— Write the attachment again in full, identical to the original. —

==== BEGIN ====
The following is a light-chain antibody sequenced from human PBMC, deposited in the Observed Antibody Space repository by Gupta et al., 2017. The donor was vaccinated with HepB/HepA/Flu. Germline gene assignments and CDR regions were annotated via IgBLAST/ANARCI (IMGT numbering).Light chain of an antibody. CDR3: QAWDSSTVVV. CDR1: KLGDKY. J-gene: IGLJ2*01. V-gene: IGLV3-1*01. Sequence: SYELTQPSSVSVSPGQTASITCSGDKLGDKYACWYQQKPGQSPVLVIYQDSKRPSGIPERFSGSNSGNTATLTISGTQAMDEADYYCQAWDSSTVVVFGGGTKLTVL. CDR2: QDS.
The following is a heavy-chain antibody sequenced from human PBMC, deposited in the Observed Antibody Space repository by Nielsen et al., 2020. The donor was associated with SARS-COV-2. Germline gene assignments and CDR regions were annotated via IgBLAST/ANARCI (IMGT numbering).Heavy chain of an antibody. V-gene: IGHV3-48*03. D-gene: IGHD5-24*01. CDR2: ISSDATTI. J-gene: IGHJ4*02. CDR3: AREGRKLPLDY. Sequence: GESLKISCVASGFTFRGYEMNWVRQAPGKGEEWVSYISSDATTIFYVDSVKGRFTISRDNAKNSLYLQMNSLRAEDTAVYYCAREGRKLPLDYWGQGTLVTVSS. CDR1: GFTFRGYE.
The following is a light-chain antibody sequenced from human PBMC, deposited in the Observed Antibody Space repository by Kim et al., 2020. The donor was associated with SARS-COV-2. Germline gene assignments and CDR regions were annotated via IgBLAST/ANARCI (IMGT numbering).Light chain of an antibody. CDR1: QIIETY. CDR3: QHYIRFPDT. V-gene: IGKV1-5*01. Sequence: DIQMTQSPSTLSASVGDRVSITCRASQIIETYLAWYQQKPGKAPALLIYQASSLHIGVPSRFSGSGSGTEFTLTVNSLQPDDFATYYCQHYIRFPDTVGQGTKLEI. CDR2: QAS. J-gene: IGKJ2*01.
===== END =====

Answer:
The following is a light-chain antibody sequenced from human PBMC, deposited in the Observed Antibody Space repository by Gupta et al., 2017. The donor was vaccinated with HepB/HepA/Flu. Germline gene assignments and CDR regions were annotated via IgBLAST/ANARCI (IMGT numbering).Light chain of an antibody. CDR3: QAWDSSTVVV. CDR1: KLGDKY. J-gene: IGLJ2*01. V-gene: IGLV3-1*01. Sequence: SYELTQPSSVSVSPGQTASITCSGDKLGDKYACWYQQKPGQSPVLVIYQDSKRPSGIPERFSGSNSGNTATLTISGTQAMDEADYYCQAWDSSTVVVFGGGTKLTVL. CDR2: QDS.
The following is a heavy-chain antibody sequenced from human PBMC, deposited in the Observed Antibody Space repository by Nielsen et al., 2020. The donor was associated with SARS-COV-2. Germline gene assignments and CDR regions were annotated via IgBLAST/ANARCI (IMGT numbering).Heavy chain of an antibody. V-gene: IGHV3-48*03. D-gene: IGHD5-24*01. CDR2: ISSDATTI. J-gene: IGHJ4*02. CDR3: AREGRKLPLDY. Sequence: GESLKISCVASGFTFRGYEMNWVRQAPGKGEEWVSYISSDATTIFYVDSVKGRFTISRDNAKNSLYLQMNSLRAEDTAVYYCAREGRKLPLDYWGQGTLVTVSS. CDR1: GFTFRGYE.
The following is a light-chain antibody sequenced from human PBMC, deposited in the Observed Antibody Space repository by Kim et al., 2020. The donor was associated with SARS-COV-2. Germline gene assignments and CDR regions were annotated via IgBLAST/ANARCI (IMGT numbering).Light chain of an antibody. CDR1: QIIETY. CDR3: QHYIRFPDT. V-gene: IGKV1-5*01. Sequence: DIQMTQSPSTLSASVGDRVSITCRASQIIETYLAWYQQKPGKAPALLIYQASSLHIGVPSRFSGSGSGTEFTLTVNSLQPDDFATYYCQHYIRFPDTVGQGTKLEI. CDR2: QAS. J-gene: IGKJ2*01.